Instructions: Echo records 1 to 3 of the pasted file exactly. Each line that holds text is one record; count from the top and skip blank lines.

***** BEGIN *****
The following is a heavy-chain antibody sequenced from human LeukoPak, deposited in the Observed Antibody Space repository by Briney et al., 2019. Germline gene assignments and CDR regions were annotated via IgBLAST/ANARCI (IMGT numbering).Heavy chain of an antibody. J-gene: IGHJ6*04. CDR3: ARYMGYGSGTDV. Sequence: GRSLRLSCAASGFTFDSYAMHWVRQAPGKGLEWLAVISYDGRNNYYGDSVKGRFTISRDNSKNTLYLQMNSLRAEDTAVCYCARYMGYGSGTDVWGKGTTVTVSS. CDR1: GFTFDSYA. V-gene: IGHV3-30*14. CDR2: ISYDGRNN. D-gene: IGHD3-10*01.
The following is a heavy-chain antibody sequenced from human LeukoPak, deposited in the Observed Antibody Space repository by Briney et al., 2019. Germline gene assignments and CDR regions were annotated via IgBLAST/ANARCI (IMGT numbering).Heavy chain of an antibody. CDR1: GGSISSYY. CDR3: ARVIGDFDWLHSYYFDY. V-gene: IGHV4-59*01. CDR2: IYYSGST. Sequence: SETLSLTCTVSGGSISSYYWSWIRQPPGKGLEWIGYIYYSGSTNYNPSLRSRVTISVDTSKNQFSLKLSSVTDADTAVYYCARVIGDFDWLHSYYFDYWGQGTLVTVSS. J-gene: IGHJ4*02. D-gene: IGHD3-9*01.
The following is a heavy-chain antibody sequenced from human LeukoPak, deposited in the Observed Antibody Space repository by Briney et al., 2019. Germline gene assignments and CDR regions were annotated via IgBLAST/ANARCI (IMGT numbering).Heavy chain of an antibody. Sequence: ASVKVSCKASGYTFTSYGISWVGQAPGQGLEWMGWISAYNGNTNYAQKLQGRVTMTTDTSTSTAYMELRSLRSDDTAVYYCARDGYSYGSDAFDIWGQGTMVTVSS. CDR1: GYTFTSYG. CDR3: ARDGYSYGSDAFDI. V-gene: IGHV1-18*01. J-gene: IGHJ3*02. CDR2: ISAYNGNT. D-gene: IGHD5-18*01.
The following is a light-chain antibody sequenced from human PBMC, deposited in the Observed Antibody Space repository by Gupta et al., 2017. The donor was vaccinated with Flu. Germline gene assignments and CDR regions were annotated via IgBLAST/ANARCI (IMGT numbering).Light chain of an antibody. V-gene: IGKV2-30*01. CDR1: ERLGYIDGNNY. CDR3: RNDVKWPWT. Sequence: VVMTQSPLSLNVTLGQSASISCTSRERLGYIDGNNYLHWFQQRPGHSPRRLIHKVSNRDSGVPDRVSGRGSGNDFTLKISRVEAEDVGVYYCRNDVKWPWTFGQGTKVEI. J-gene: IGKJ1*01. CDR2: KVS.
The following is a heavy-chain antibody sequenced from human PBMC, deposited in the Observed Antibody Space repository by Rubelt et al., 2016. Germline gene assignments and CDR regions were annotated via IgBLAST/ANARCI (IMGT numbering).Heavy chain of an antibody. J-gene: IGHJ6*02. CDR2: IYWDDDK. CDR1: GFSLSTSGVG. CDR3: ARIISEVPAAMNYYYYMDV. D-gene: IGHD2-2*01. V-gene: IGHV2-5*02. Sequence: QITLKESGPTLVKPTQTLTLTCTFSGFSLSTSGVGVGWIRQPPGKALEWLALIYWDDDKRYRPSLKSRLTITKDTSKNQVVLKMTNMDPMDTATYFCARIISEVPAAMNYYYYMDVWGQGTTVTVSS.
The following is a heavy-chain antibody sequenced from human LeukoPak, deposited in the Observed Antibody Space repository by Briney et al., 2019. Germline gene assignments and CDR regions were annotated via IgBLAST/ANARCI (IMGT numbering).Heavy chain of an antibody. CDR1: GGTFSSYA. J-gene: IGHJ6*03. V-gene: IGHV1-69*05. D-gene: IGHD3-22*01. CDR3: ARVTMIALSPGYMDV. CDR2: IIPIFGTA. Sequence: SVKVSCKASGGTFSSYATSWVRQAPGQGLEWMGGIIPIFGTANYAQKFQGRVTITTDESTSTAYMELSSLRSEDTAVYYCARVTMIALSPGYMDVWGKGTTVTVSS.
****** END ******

The following is a heavy-chain antibody sequenced from human LeukoPak, deposited in the Observed Antibody Space repository by Briney et al., 2019. Germline gene assignments and CDR regions were annotated via IgBLAST/ANARCI (IMGT numbering).Heavy chain of an antibody. J-gene: IGHJ6*04. CDR3: ARYMGYGSGTDV. Sequence: GRSLRLSCAASGFTFDSYAMHWVRQAPGKGLEWLAVISYDGRNNYYGDSVKGRFTISRDNSKNTLYLQMNSLRAEDTAVCYCARYMGYGSGTDVWGKGTTVTVSS. CDR1: GFTFDSYA. V-gene: IGHV3-30*14. CDR2: ISYDGRNN. D-gene: IGHD3-10*01.
The following is a heavy-chain antibody sequenced from human LeukoPak, deposited in the Observed Antibody Space repository by Briney et al., 2019. Germline gene assignments and CDR regions were annotated via IgBLAST/ANARCI (IMGT numbering).Heavy chain of an antibody. CDR1: GGSISSYY. CDR3: ARVIGDFDWLHSYYFDY. V-gene: IGHV4-59*01. CDR2: IYYSGST. Sequence: SETLSLTCTVSGGSISSYYWSWIRQPPGKGLEWIGYIYYSGSTNYNPSLRSRVTISVDTSKNQFSLKLSSVTDADTAVYYCARVIGDFDWLHSYYFDYWGQGTLVTVSS. J-gene: IGHJ4*02. D-gene: IGHD3-9*01.
The following is a heavy-chain antibody sequenced from human LeukoPak, deposited in the Observed Antibody Space repository by Briney et al., 2019. Germline gene assignments and CDR regions were annotated via IgBLAST/ANARCI (IMGT numbering).Heavy chain of an antibody. Sequence: ASVKVSCKASGYTFTSYGISWVGQAPGQGLEWMGWISAYNGNTNYAQKLQGRVTMTTDTSTSTAYMELRSLRSDDTAVYYCARDGYSYGSDAFDIWGQGTMVTVSS. CDR1: GYTFTSYG. CDR3: ARDGYSYGSDAFDI. V-gene: IGHV1-18*01. J-gene: IGHJ3*02. CDR2: ISAYNGNT. D-gene: IGHD5-18*01.